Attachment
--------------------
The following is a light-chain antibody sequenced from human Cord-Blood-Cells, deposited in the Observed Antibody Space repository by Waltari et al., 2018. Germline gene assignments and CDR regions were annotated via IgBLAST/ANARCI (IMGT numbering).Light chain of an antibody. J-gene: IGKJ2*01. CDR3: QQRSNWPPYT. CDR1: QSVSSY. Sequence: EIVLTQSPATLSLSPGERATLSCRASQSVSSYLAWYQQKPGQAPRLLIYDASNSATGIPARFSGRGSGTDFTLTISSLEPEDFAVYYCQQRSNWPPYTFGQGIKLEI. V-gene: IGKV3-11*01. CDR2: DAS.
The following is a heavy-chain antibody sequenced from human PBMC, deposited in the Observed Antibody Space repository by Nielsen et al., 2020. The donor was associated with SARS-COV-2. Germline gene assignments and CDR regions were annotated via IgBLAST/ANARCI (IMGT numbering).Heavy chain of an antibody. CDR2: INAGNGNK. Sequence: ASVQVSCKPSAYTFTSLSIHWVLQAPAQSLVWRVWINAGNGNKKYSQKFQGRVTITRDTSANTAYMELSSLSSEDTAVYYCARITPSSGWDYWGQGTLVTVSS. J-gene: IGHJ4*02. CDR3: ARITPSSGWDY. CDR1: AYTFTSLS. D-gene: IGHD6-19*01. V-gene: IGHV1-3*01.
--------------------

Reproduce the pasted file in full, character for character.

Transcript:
The following is a light-chain antibody sequenced from human Cord-Blood-Cells, deposited in the Observed Antibody Space repository by Waltari et al., 2018. Germline gene assignments and CDR regions were annotated via IgBLAST/ANARCI (IMGT numbering).Light chain of an antibody. J-gene: IGKJ2*01. CDR3: QQRSNWPPYT. CDR1: QSVSSY. Sequence: EIVLTQSPATLSLSPGERATLSCRASQSVSSYLAWYQQKPGQAPRLLIYDASNSATGIPARFSGRGSGTDFTLTISSLEPEDFAVYYCQQRSNWPPYTFGQGIKLEI. V-gene: IGKV3-11*01. CDR2: DAS.
The following is a heavy-chain antibody sequenced from human PBMC, deposited in the Observed Antibody Space repository by Nielsen et al., 2020. The donor was associated with SARS-COV-2. Germline gene assignments and CDR regions were annotated via IgBLAST/ANARCI (IMGT numbering).Heavy chain of an antibody. CDR2: INAGNGNK. Sequence: ASVQVSCKPSAYTFTSLSIHWVLQAPAQSLVWRVWINAGNGNKKYSQKFQGRVTITRDTSANTAYMELSSLSSEDTAVYYCARITPSSGWDYWGQGTLVTVSS. J-gene: IGHJ4*02. CDR3: ARITPSSGWDY. CDR1: AYTFTSLS. D-gene: IGHD6-19*01. V-gene: IGHV1-3*01.